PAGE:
For example, when your child packs the dishwasher, use relational praise and acknowledgement and say "thanks, for helping out I really appreciate it", rather than using rewards. We want our children to behave considerately because it is the right thing to do. This way, they then internalise it and feel good when they do something for someone else, rather than doing something because they will get a reward.

Remember, praise or acknowledgement needs to be authentic and over praise can have a negative effect. We don't want children to expect to be praised every time they do something, this can lead to poor self-esteem and a lack of resilience.

6. Employ planned ignoring

Planned ignoring is simple, you pay extra attention to behaviours you want to see repeated and ignore minor negative behaviours.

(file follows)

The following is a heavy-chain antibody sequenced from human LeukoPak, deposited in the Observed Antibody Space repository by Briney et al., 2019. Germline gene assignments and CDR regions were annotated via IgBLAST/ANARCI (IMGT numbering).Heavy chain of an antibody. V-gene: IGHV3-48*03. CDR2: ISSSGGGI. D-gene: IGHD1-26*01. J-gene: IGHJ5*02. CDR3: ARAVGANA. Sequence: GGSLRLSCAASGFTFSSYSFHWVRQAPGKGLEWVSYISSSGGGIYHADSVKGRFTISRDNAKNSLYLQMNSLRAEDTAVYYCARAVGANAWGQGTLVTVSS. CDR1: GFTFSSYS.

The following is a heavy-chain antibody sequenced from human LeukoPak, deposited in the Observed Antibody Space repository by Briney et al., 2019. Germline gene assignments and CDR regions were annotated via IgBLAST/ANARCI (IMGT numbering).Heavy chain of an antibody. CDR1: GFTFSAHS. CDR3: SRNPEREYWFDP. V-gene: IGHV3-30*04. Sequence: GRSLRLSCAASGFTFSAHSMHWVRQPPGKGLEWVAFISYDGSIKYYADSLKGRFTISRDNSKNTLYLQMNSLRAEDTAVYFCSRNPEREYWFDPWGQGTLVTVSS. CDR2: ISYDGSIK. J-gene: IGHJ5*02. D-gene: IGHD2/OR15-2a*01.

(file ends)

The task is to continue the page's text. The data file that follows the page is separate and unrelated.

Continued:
Planned ignoring is effective for annoying habits, including a child ignoring you, as often they are doing it to get an emotional response. When your child comes to you, start by withdrawing eye contact and have no verbal or physical contact.

Some parents may prefer to signal their intention to ignore for example, 'I feel like you are ignoring me, I will talk to you once you have unloaded the dishwasher.' If the negative behaviour stops and they take action on the instruction, make a positive comment that acknowledges the more desirable behaviour, for example you could say, "Thanks for unloading the dishwasher," and then have a conversation with them about their day at school.

This teaches children that they will gain your attention by doing considerate things.

Planned ignoring can work wonders.

It is important for parents to be consistent, avoid yelling and take a breath when the wave of frustration takes over from your child ignoring you.

The key is to strive for all round effective communication, by being specific in what you want your child to do and telling them within close proximity. If your child continues to ignore you, apply reasonable consequences that will help them learn accountability for their actions.